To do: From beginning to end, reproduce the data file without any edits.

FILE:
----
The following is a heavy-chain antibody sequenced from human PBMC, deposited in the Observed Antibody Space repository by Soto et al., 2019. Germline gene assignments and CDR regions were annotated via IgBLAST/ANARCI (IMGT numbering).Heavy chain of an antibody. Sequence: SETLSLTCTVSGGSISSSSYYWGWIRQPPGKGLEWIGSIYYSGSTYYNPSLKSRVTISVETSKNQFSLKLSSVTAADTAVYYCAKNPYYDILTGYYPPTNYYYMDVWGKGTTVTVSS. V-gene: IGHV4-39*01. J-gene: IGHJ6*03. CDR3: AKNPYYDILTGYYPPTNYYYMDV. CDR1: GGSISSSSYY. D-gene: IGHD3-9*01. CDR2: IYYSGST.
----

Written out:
The following is a heavy-chain antibody sequenced from human PBMC, deposited in the Observed Antibody Space repository by Soto et al., 2019. Germline gene assignments and CDR regions were annotated via IgBLAST/ANARCI (IMGT numbering).Heavy chain of an antibody. Sequence: SETLSLTCTVSGGSISSSSYYWGWIRQPPGKGLEWIGSIYYSGSTYYNPSLKSRVTISVETSKNQFSLKLSSVTAADTAVYYCAKNPYYDILTGYYPPTNYYYMDVWGKGTTVTVSS. V-gene: IGHV4-39*01. J-gene: IGHJ6*03. CDR3: AKNPYYDILTGYYPPTNYYYMDV. CDR1: GGSISSSSYY. D-gene: IGHD3-9*01. CDR2: IYYSGST.